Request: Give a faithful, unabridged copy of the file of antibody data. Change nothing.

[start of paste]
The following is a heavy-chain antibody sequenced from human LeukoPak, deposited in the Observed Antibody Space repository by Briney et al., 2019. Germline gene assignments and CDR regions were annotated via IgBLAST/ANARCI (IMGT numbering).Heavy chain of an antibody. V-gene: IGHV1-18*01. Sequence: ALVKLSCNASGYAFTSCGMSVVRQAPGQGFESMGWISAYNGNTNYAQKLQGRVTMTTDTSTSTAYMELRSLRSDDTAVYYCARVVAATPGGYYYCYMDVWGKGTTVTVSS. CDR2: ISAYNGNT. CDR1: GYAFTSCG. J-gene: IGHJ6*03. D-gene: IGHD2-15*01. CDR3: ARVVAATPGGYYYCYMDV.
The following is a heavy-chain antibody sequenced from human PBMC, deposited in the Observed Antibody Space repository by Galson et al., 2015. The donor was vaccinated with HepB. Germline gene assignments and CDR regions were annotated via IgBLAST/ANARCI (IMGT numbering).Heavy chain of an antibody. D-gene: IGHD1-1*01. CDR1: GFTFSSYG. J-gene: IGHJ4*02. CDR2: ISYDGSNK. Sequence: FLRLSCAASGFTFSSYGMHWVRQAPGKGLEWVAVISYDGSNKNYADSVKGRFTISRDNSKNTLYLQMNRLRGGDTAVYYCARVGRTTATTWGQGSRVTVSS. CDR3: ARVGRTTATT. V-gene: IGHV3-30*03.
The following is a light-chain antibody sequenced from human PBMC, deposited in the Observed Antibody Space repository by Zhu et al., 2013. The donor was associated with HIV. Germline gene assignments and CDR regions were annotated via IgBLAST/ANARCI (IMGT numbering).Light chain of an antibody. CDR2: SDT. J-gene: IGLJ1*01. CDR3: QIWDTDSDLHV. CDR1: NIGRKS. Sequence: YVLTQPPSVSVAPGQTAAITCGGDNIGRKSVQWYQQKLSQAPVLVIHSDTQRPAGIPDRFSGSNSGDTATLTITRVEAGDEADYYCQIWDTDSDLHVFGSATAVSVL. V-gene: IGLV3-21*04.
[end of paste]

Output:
The following is a heavy-chain antibody sequenced from human LeukoPak, deposited in the Observed Antibody Space repository by Briney et al., 2019. Germline gene assignments and CDR regions were annotated via IgBLAST/ANARCI (IMGT numbering).Heavy chain of an antibody. V-gene: IGHV1-18*01. Sequence: ALVKLSCNASGYAFTSCGMSVVRQAPGQGFESMGWISAYNGNTNYAQKLQGRVTMTTDTSTSTAYMELRSLRSDDTAVYYCARVVAATPGGYYYCYMDVWGKGTTVTVSS. CDR2: ISAYNGNT. CDR1: GYAFTSCG. J-gene: IGHJ6*03. D-gene: IGHD2-15*01. CDR3: ARVVAATPGGYYYCYMDV.
The following is a heavy-chain antibody sequenced from human PBMC, deposited in the Observed Antibody Space repository by Galson et al., 2015. The donor was vaccinated with HepB. Germline gene assignments and CDR regions were annotated via IgBLAST/ANARCI (IMGT numbering).Heavy chain of an antibody. D-gene: IGHD1-1*01. CDR1: GFTFSSYG. J-gene: IGHJ4*02. CDR2: ISYDGSNK. Sequence: FLRLSCAASGFTFSSYGMHWVRQAPGKGLEWVAVISYDGSNKNYADSVKGRFTISRDNSKNTLYLQMNRLRGGDTAVYYCARVGRTTATTWGQGSRVTVSS. CDR3: ARVGRTTATT. V-gene: IGHV3-30*03.
The following is a light-chain antibody sequenced from human PBMC, deposited in the Observed Antibody Space repository by Zhu et al., 2013. The donor was associated with HIV. Germline gene assignments and CDR regions were annotated via IgBLAST/ANARCI (IMGT numbering).Light chain of an antibody. CDR2: SDT. J-gene: IGLJ1*01. CDR3: QIWDTDSDLHV. CDR1: NIGRKS. Sequence: YVLTQPPSVSVAPGQTAAITCGGDNIGRKSVQWYQQKLSQAPVLVIHSDTQRPAGIPDRFSGSNSGDTATLTITRVEAGDEADYYCQIWDTDSDLHVFGSATAVSVL. V-gene: IGLV3-21*04.